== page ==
Saab has so far used up USD165m of its USD550m loan from the European Investment Bank (EIB) as it continues to restructure under new Dutch owners Spyker.
Addressing the Automotive News Europe Congress in Bilbao, Spain, Spyker CEO Victor Muller outlined some of the loan details.
The EIB approved a EUR400m loan to the sportscar maker as it sought to purchase Saab earlier this year, with the Swedish government agreeing to underwrite the deal which saved more than 3,000 jobs at the Trollhattan plant.
“We have drawn down some USD165m out of the USD550m and by 2011 we will have drawn the EUR400m,” he said.
“By the end of 2011 we think we will be cash positive – if nothing strange happens to the world and to our business.”
Muller also emphasised that ties with former parent General Motors were gradually becoming “looser and looser,” although it still has 25 transition service agreements with the US company as well as technical licensing deals.
“We have a very long umbilical cord to GM if we decide to use it,” he said.
However, the new chief stressed Saab was now completely independent as he outlined some of the management strategy behind Spyker’s takeover of the brand.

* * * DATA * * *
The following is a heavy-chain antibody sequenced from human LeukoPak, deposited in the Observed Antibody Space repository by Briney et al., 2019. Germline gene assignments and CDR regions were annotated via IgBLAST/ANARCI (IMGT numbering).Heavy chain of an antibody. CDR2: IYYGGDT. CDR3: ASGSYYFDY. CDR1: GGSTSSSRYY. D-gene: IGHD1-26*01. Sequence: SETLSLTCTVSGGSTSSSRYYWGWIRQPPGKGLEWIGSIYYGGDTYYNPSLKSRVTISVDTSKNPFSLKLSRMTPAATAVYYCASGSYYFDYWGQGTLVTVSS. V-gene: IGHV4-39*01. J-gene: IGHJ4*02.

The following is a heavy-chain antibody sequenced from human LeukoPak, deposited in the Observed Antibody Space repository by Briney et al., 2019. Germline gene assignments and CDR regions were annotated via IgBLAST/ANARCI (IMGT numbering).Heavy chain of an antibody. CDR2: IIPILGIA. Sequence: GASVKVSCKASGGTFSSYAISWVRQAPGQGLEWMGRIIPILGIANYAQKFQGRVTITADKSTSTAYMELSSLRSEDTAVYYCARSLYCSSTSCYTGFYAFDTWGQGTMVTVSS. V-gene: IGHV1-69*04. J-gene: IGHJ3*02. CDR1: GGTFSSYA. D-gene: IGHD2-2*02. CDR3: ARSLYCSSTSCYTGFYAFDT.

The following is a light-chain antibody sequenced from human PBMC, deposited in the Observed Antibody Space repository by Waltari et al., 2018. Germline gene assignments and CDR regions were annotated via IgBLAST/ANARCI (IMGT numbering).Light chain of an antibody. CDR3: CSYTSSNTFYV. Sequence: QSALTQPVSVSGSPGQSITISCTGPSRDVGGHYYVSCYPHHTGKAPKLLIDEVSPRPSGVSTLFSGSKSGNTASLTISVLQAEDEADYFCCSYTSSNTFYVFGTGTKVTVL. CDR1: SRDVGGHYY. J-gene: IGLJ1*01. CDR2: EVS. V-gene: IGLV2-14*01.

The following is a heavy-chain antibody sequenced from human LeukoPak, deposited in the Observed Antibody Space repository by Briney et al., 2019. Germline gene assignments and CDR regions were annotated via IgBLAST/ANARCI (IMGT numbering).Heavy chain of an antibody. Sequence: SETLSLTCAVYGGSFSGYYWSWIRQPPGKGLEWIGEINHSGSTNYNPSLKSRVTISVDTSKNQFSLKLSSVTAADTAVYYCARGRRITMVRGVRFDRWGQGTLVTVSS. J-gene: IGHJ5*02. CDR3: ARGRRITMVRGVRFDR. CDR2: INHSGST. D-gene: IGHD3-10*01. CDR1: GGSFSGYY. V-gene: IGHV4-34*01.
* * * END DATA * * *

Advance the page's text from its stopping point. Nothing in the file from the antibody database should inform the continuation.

“We bought Saab because there was a unique opportunity in a market in complete turmoil,” he said. “It was a very narrow escape [but] we got the money.
“What I do is bring a lot of know-how from Spyker to Saab. What Saab needs more than anything else is entrepreneurship – there is no cavalry coming from Detroit if we mess up.”
Muller also emphasised the importance of creating strategic alliances for future model development adding the global recession had driven manufacturers to look for increasing ways of collaboration.
“There is one thing this perfect storm has caused and that is every board of every car manufacturer [said] how can we bring our break even point down? The best way is to share our technology.”
“It [technology] is already paid for. Saab is already on the receiving end of a lot of potential contracts for shared technology. That is what this crisis has caused and it is here to stay.”
Muller has made bold estimates of what production levels Saab could achieve by 2012, even predicting the automaker could roll out up to 125,000 units.
“Is it presumptuous?” he said. “The jury is out, but I convinced we will pull it off.”